The Civil War continues . . . in Washington DC
Although there are different interpretations of the conflict that finally caused the American Civil War, I think a compelling case can be made that it was about property and property rights. The confederacy succeeded to protect their right to own slaves. Although the slave states lost the war, many people continued to believe that the purpose of government is to protect the ownership of property, and not to take it away. The fight over the control of property continues . . . in Washington, DC.
The United States has two foundations. One is the notion of a covenant among a people and with their God to live together in a new land. The other is a contract to exploit the new land for personal gain. The second foundation, first embedded in the settlement of Jamestown, Virginia, has become the dominant ideology of the nation. It used the Anglo-American ideology of property to justify its taking of land from native Americans, and later used Adam Smith’s conjectural history of the four stages of history (hunters, shepherds, farmers, and traders) to assure itself that a commercial nation based on property rights was the highest form of civilization.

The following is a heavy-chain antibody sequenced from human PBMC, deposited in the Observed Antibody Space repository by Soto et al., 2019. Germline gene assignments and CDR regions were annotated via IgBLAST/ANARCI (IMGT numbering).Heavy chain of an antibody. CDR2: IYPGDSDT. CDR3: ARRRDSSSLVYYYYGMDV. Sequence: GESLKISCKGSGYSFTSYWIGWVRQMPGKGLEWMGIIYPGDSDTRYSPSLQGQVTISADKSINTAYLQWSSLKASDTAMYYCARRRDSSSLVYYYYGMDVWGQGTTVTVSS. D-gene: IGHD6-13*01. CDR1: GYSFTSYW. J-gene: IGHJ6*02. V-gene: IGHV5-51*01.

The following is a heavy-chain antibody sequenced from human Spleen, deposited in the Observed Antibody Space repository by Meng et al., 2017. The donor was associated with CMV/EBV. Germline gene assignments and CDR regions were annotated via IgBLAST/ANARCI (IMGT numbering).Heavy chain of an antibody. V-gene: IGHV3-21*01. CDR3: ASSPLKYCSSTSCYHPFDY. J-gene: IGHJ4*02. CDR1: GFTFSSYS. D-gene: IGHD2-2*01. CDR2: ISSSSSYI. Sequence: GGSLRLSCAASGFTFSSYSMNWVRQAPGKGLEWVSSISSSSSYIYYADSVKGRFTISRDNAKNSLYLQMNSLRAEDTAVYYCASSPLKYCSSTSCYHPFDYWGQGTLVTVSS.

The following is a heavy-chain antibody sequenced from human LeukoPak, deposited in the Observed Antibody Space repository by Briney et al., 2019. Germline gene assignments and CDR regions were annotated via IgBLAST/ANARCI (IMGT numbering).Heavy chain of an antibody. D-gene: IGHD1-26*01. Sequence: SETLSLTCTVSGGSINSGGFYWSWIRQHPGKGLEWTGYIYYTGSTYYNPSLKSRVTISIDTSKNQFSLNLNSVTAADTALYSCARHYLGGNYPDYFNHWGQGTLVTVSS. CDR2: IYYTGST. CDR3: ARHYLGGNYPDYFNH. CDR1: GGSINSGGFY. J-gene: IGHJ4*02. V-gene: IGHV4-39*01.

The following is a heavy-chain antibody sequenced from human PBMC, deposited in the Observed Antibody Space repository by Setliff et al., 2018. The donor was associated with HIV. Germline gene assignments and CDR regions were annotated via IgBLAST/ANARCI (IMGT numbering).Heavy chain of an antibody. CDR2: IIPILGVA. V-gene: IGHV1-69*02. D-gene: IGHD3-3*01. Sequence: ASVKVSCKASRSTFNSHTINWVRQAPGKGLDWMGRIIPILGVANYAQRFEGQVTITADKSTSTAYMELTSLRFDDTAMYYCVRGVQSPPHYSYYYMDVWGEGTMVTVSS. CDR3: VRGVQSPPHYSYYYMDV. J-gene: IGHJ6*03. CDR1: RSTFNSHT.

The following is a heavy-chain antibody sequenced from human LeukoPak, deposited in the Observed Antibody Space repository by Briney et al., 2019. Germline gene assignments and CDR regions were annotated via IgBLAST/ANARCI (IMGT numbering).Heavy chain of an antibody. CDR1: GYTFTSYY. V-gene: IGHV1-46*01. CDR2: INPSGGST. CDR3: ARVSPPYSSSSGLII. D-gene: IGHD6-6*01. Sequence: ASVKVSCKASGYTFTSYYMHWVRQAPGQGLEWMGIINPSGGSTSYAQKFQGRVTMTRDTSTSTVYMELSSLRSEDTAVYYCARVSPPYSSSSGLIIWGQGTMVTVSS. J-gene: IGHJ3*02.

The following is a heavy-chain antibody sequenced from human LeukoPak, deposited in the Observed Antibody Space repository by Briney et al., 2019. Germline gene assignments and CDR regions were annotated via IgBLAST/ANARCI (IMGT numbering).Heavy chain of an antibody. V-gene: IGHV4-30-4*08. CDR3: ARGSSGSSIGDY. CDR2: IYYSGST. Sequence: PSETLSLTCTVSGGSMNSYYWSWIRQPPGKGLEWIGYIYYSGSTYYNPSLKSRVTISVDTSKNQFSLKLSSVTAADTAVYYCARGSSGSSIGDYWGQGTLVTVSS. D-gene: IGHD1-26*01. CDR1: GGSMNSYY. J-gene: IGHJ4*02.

Since the founding of our nation, we have also witnessed the emergence of a civic realm, grounded in human dignity rather than property ownership. In this tradition, freedom is not based on ownership, but on membership. We are all members of this time, of this generation. As members of the same world, we have obligations to each other—civic obligations.
In a sense, the civil war was really a commercial war. It was about ownership. Many southerners, in fact, called it a war between the states rather than a civil war. They at least acknowledged that it was about whether states could protect the property of slave owners. Calling it a “civil war” by Lincoln and others actually supported their idea of the union; that we were all members of the same civic life. Today we have a similar choice. We could see the conflict in Washington as a commercial conflict—a conflict about the rights of ownership and the role of government—or a civic conflict—a conflict among citizens about how to design the systems we need to provide for one another.